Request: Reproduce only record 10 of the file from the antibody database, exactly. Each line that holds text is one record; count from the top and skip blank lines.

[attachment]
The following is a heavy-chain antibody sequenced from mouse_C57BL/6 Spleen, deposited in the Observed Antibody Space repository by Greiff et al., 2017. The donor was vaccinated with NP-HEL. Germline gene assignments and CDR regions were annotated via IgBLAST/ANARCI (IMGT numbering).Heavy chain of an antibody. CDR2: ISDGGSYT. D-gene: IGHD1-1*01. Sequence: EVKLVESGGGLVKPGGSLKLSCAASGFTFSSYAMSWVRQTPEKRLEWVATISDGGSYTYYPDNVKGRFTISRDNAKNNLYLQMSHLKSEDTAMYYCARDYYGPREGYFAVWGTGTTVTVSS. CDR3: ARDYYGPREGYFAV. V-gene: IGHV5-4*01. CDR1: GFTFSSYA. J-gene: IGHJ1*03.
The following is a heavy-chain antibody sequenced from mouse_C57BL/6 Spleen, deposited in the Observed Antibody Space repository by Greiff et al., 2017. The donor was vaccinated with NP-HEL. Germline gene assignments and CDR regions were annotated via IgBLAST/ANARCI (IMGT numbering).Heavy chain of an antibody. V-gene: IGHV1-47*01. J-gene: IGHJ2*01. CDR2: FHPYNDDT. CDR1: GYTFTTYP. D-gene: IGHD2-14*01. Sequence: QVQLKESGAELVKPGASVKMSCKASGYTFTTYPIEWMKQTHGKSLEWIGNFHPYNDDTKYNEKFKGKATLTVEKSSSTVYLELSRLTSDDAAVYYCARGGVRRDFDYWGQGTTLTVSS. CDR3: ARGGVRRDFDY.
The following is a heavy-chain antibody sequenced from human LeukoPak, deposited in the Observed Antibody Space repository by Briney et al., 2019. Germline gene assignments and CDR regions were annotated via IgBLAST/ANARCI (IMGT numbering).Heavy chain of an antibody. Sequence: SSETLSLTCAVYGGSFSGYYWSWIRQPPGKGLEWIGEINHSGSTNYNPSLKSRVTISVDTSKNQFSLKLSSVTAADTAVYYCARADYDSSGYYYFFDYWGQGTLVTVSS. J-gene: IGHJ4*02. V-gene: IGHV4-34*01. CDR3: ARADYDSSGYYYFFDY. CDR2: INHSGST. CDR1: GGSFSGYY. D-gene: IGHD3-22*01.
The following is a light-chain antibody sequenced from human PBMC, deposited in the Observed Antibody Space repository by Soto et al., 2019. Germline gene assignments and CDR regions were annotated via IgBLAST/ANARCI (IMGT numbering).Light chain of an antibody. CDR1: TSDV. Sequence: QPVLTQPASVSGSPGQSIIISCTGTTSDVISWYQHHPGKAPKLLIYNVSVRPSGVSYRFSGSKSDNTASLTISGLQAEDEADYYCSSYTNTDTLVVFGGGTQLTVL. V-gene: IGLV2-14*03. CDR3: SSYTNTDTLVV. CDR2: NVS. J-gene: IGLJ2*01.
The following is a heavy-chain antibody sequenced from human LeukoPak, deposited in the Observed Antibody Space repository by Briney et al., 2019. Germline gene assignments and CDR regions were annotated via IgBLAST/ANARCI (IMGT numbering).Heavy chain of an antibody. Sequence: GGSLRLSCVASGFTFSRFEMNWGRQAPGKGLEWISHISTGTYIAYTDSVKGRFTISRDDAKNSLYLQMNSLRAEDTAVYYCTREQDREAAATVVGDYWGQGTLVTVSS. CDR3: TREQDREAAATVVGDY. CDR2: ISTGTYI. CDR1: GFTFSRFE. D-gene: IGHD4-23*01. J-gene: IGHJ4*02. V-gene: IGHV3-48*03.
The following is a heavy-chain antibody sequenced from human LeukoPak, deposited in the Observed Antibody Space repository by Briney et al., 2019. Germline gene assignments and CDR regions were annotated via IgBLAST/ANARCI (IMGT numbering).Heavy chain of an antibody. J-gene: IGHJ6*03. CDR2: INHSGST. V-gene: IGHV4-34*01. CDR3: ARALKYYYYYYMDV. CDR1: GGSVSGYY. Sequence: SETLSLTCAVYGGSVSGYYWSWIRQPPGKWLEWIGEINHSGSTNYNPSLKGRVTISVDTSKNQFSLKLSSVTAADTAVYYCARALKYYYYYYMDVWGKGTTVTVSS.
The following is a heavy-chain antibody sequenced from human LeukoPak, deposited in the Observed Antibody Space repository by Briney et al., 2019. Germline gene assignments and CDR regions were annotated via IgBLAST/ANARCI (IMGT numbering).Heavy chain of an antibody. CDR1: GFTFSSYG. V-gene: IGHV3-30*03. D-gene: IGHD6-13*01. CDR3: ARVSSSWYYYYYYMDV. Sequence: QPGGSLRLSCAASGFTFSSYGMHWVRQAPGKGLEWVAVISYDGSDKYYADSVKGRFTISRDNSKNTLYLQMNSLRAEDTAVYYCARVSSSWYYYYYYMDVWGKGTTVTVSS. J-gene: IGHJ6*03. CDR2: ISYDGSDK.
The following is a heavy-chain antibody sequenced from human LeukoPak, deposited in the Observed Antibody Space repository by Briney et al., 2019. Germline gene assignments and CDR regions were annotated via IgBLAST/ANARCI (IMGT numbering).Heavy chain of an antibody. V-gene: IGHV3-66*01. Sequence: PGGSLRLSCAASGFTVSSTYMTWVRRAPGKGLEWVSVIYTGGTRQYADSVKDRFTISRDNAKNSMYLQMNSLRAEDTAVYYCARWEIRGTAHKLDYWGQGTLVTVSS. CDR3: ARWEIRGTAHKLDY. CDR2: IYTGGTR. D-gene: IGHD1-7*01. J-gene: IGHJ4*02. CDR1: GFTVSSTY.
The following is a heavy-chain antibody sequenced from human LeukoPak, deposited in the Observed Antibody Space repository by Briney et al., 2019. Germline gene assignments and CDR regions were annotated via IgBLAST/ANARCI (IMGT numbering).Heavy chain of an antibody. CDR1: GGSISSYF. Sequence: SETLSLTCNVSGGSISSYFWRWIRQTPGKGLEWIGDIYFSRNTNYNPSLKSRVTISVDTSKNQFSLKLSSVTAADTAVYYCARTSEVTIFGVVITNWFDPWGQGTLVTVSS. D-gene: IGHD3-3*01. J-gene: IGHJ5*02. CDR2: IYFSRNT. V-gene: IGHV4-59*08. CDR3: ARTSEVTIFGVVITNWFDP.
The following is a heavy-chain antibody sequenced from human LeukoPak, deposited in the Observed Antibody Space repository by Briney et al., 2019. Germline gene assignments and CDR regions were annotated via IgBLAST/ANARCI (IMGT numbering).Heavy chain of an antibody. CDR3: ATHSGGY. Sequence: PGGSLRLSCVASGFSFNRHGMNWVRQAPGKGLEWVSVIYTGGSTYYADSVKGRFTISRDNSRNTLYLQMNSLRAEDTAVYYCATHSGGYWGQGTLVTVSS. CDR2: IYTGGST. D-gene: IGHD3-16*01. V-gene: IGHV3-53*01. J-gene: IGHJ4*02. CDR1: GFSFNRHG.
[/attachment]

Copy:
The following is a heavy-chain antibody sequenced from human LeukoPak, deposited in the Observed Antibody Space repository by Briney et al., 2019. Germline gene assignments and CDR regions were annotated via IgBLAST/ANARCI (IMGT numbering).Heavy chain of an antibody. CDR3: ATHSGGY. Sequence: PGGSLRLSCVASGFSFNRHGMNWVRQAPGKGLEWVSVIYTGGSTYYADSVKGRFTISRDNSRNTLYLQMNSLRAEDTAVYYCATHSGGYWGQGTLVTVSS. CDR2: IYTGGST. D-gene: IGHD3-16*01. V-gene: IGHV3-53*01. J-gene: IGHJ4*02. CDR1: GFSFNRHG.